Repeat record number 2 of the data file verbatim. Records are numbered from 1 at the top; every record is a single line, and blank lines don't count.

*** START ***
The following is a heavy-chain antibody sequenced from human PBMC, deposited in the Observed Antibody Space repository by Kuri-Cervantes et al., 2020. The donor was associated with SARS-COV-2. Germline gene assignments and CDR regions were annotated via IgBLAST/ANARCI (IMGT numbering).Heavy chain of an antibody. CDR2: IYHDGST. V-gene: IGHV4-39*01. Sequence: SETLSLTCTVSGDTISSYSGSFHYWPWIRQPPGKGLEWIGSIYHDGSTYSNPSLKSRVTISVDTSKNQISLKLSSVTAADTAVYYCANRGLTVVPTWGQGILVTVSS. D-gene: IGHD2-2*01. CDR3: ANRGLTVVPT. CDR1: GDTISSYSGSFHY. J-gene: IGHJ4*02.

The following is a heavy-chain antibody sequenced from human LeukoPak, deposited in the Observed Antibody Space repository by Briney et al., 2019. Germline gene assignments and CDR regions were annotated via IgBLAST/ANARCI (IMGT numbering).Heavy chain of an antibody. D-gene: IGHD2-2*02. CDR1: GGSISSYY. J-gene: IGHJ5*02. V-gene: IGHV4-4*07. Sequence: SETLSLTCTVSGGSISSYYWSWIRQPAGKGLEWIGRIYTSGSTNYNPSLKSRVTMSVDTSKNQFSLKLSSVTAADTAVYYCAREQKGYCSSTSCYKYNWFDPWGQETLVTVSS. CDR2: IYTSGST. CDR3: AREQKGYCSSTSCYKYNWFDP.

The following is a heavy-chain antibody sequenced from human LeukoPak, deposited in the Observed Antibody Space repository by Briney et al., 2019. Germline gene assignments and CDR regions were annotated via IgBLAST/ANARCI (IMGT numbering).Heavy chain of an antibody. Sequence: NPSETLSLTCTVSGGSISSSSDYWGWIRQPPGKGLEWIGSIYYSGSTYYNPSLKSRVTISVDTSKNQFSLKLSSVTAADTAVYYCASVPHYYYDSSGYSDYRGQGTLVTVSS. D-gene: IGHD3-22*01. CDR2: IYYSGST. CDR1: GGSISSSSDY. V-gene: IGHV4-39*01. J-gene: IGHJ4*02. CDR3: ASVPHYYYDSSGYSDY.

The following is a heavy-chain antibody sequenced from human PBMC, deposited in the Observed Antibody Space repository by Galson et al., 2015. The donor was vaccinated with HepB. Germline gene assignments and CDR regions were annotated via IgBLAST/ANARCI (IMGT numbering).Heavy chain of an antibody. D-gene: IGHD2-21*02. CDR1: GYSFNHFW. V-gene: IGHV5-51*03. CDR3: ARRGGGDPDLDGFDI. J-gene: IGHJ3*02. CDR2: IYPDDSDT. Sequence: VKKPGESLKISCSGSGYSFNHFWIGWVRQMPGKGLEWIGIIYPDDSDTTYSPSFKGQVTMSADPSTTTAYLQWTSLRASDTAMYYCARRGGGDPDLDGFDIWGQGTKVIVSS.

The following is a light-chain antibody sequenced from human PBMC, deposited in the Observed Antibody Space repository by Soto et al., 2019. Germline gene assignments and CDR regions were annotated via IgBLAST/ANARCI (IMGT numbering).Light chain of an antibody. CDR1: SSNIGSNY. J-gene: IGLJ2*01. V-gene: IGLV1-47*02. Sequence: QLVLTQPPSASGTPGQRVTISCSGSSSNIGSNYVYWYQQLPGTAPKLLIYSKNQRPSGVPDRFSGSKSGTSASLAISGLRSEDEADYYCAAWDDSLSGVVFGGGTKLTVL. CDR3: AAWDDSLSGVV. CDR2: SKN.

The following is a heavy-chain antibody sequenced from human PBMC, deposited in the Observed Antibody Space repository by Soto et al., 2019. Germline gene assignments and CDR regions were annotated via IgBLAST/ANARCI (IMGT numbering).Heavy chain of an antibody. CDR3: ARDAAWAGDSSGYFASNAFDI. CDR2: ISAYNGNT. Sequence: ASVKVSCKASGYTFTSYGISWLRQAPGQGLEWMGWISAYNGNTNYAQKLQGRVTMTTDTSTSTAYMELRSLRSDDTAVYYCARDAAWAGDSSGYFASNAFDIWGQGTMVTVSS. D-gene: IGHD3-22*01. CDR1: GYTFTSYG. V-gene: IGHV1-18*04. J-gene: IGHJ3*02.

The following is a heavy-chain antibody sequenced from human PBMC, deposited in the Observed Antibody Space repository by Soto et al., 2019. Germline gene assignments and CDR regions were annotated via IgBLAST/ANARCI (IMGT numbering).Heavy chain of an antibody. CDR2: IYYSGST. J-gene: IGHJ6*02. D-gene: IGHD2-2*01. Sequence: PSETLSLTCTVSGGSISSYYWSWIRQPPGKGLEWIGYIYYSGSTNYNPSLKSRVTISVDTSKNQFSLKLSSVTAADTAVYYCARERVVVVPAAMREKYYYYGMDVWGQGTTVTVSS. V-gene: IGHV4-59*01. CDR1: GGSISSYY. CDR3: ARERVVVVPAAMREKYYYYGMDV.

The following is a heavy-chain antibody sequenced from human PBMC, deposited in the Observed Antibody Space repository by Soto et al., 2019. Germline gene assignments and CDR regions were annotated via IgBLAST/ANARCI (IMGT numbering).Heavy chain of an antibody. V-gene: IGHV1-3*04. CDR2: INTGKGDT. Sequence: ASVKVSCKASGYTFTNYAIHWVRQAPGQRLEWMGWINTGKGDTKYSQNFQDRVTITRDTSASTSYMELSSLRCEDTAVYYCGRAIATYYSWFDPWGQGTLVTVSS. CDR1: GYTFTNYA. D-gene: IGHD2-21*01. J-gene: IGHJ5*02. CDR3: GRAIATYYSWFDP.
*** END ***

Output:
The following is a heavy-chain antibody sequenced from human LeukoPak, deposited in the Observed Antibody Space repository by Briney et al., 2019. Germline gene assignments and CDR regions were annotated via IgBLAST/ANARCI (IMGT numbering).Heavy chain of an antibody. D-gene: IGHD2-2*02. CDR1: GGSISSYY. J-gene: IGHJ5*02. V-gene: IGHV4-4*07. Sequence: SETLSLTCTVSGGSISSYYWSWIRQPAGKGLEWIGRIYTSGSTNYNPSLKSRVTMSVDTSKNQFSLKLSSVTAADTAVYYCAREQKGYCSSTSCYKYNWFDPWGQETLVTVSS. CDR2: IYTSGST. CDR3: AREQKGYCSSTSCYKYNWFDP.